Otis Sings Your Favorite Songs…That You Prefer By Someone Else.
The originals and covers just don’t beat out other versions.
Rolling Stone’s Ranking: #74/100
Let’s play a game. Who do you think of when I say “I Can’t Get No Satisfaction?” How about “My Girl?” Does “Respect” make you think of anyone in particular? I doubt Otis Redding’s name bubbled up to your consciousness, but on this album, Otis will remind you how many songs you like by other people. Whether an original or cover, this material only makes you wish you were listening to the other and BETTER version
Otis Blue is Otis Redding’s third album. Of the 11 songs, eight are covers and three are originals penned by Otis himself. Three of the covers are Sam Cooke songs who was shot to death the previous December. I assume they were done as some sort of homage to the late, great singer. The most notable original song of note is “Respect” which was later to be an Aretha Franklin standard.
The studio was filled with lots of talent for this album: Booker T. and the M.G.’s, Isaac Hayes, the Mar-Keys. It only took 24-hours to record, and with any older album, there is a lot of lore about what exactly happened and who contributed where. Maybe Otis wrote “Respect” all by himself. Or maybe, he really stole it from another band member and he never got credit. Guess we’ll never know 😨😨😨.
1. Ole Man Trouble 2:35
2. Respect 2:03
3. Change Gonna Come 4:13
4. Down In The Valley 2:55
5. I’ve Been Loving You Too Long 2:53
6. Shake 2:38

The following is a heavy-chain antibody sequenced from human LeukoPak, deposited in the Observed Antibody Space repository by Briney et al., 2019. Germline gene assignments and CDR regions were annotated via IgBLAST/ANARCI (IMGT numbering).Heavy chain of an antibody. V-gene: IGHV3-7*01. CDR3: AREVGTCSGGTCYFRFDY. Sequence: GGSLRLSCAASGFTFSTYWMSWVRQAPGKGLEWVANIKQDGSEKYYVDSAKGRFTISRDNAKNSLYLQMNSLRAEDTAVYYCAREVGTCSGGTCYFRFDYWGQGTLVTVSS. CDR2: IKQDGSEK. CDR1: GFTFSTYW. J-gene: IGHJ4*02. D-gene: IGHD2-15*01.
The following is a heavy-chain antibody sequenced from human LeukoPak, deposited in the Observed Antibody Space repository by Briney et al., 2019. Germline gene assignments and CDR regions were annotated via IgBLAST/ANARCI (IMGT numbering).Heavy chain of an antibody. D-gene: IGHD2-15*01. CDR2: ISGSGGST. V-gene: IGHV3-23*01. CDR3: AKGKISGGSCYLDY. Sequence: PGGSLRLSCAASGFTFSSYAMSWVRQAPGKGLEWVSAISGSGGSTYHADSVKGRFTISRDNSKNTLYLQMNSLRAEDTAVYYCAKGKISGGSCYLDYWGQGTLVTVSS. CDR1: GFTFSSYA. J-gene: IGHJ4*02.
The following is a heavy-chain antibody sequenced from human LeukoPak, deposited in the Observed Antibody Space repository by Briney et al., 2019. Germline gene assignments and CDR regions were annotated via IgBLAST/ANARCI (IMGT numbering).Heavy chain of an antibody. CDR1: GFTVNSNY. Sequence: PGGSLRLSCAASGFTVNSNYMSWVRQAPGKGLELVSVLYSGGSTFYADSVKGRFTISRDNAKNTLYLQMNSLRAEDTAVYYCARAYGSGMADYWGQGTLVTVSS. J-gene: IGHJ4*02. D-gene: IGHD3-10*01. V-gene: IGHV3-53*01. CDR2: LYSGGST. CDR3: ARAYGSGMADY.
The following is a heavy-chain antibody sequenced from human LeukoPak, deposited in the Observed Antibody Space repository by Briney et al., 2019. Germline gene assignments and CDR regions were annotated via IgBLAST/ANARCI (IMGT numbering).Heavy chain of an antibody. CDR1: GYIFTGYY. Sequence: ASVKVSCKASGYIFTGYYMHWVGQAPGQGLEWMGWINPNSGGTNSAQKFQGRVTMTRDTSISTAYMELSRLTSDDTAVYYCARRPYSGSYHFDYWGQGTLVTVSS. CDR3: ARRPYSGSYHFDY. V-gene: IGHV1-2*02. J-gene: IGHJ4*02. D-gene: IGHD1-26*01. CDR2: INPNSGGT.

7. My Girl 2:53
8. Wonderful World 3:09
9. Rock Me Baby 3:22
10. Satisfaction 2:43
11. You Don’t Miss Your Water 2:49
[BEST ORIGINAL SONG…THAT YOU PREFER BY SOMEONE ELSE: Respect]
I mean, it’s not bad, it’s just such a different version that lacks the gusto of Aretha’s rendition. It makes you wonder what alternate universe you are in.
What you want
Baby, I got it
What you need
Do you know I got it?
All I’m askin’
Is for a little respect when you get home (just a little bit)
[SONG YOU MOST LIKELY PREFER BY SOMEONE ELSE #1: A Change is Gonna Come]
Sam Cooke’s version is one of pure, unadulterated soul. His version is untouchable. Otis once again lacks the spark that cemented the original.
I was born by the river in a little tent
Oh and just like the river I’ve been running ev’r since
It’s been a long time, a long time coming
But I know a change gonna come, oh yes it will.
[SONG YOU MOST LIKELY PREFER BY SOMEONE ELSE #2: (I Can’t Get No) Satisfaction]
At least this one is at least interesting: instead of a rock, everything is kind of replaced with a horn section. FYI: it’s not interesting in a good way.
When I’m drivin’ in my car, and the man come on the radio
He’s tellin’ me more and more about some useless information
Supposed to fire my imagination
[SONG YOU MOST LIKELY PREFER BY SOMEONE ELSE #3: My Girl]
Really? How were you going to displace the Temptations?
I’ve got sunshine on a cloudy day
When it’s cold outside I’ve got the month of May
I guess you’d say
What can make me feel this way?
My girl (my girl, my girl)
Otis Blue is synonymous with going to see a live cover band: sure, it’s all the tunes that you like, but it never beats out the version you have in your mind. All it can do is ride on the coat tails of your original infatuation.
Listening to “A Change is Gonna Come” and “Wonderful World” only made me rekindle my love for Sam Cooke…and immediately run back to his songs. He also gets upstaged with his original material: Aretha Franklin’s “Respect” is so much better. This album is a reminder that there is better music out there, and I think that’s the only thing from this album I’m going to listen to.
Other People’s Takes:
- An Ocean Roars: “This biggest misstep is his cover of The Rolling Stones’ “(I Can’t Get No) Satisfaction”. It loses its punch under Reddings soulful vocals. The music almost feels like high school band performed it.”
- All Things Music +: “Otis Blue includes covers of three songs by Sam Cooke, Redding’s idol, who died the previous December in 1964. Their styles couldn’t have been more different; Cooke smooth and sure, Redding raw and pleading.”